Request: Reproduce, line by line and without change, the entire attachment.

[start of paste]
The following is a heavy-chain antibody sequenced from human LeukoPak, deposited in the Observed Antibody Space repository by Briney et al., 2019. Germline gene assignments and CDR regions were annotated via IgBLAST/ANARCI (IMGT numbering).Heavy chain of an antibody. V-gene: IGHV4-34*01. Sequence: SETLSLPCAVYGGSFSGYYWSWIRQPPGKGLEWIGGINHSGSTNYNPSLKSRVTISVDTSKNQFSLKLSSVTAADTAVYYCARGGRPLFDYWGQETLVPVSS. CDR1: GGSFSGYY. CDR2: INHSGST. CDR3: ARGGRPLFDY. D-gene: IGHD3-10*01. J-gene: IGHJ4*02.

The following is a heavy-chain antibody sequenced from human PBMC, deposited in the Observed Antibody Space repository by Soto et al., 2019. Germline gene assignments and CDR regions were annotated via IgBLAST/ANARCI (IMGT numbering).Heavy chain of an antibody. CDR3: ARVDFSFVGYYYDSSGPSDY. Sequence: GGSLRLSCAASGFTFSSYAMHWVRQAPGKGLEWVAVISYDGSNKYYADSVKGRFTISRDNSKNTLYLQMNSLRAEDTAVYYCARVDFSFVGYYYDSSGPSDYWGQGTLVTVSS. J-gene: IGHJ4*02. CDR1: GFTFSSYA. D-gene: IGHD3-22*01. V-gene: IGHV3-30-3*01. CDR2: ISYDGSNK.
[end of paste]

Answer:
The following is a heavy-chain antibody sequenced from human LeukoPak, deposited in the Observed Antibody Space repository by Briney et al., 2019. Germline gene assignments and CDR regions were annotated via IgBLAST/ANARCI (IMGT numbering).Heavy chain of an antibody. V-gene: IGHV4-34*01. Sequence: SETLSLPCAVYGGSFSGYYWSWIRQPPGKGLEWIGGINHSGSTNYNPSLKSRVTISVDTSKNQFSLKLSSVTAADTAVYYCARGGRPLFDYWGQETLVPVSS. CDR1: GGSFSGYY. CDR2: INHSGST. CDR3: ARGGRPLFDY. D-gene: IGHD3-10*01. J-gene: IGHJ4*02.

The following is a heavy-chain antibody sequenced from human PBMC, deposited in the Observed Antibody Space repository by Soto et al., 2019. Germline gene assignments and CDR regions were annotated via IgBLAST/ANARCI (IMGT numbering).Heavy chain of an antibody. CDR3: ARVDFSFVGYYYDSSGPSDY. Sequence: GGSLRLSCAASGFTFSSYAMHWVRQAPGKGLEWVAVISYDGSNKYYADSVKGRFTISRDNSKNTLYLQMNSLRAEDTAVYYCARVDFSFVGYYYDSSGPSDYWGQGTLVTVSS. J-gene: IGHJ4*02. CDR1: GFTFSSYA. D-gene: IGHD3-22*01. V-gene: IGHV3-30-3*01. CDR2: ISYDGSNK.